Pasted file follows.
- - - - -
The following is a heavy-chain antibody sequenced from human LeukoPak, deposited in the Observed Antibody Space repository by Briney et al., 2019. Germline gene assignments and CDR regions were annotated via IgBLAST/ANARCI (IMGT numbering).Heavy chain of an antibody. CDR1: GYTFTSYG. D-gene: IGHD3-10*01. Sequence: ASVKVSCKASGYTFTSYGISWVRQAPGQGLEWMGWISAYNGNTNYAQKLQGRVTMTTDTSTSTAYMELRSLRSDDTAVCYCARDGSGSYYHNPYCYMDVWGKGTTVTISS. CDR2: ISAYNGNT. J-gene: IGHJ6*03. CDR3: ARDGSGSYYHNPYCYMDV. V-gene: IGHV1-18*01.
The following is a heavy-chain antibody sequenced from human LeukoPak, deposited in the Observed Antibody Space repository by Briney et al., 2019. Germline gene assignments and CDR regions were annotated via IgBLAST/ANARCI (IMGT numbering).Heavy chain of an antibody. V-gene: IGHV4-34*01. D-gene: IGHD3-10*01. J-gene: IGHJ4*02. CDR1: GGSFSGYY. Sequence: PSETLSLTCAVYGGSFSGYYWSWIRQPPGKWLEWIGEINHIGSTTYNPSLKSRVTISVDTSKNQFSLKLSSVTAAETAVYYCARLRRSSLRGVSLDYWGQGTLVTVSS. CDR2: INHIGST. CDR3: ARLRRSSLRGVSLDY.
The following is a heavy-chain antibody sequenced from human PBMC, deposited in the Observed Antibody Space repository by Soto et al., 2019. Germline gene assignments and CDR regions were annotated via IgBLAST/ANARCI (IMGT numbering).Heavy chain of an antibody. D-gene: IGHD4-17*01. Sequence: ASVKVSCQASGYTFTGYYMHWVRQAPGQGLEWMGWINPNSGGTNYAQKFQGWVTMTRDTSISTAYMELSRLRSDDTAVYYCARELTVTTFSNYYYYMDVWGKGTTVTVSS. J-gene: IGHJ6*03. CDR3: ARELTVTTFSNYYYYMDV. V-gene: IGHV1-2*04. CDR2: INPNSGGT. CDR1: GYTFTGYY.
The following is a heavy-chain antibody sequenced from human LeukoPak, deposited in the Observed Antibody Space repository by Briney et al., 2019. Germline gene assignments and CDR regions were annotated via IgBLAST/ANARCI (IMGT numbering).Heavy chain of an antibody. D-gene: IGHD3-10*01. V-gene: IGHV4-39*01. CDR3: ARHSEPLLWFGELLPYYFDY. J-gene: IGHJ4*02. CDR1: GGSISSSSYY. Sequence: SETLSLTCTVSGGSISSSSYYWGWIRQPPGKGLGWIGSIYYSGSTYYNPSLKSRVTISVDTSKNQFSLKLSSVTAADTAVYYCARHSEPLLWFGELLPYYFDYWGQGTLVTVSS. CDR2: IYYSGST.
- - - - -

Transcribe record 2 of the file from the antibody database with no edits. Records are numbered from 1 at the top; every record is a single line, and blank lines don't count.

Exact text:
The following is a heavy-chain antibody sequenced from human LeukoPak, deposited in the Observed Antibody Space repository by Briney et al., 2019. Germline gene assignments and CDR regions were annotated via IgBLAST/ANARCI (IMGT numbering).Heavy chain of an antibody. V-gene: IGHV4-34*01. D-gene: IGHD3-10*01. J-gene: IGHJ4*02. CDR1: GGSFSGYY. Sequence: PSETLSLTCAVYGGSFSGYYWSWIRQPPGKWLEWIGEINHIGSTTYNPSLKSRVTISVDTSKNQFSLKLSSVTAAETAVYYCARLRRSSLRGVSLDYWGQGTLVTVSS. CDR2: INHIGST. CDR3: ARLRRSSLRGVSLDY.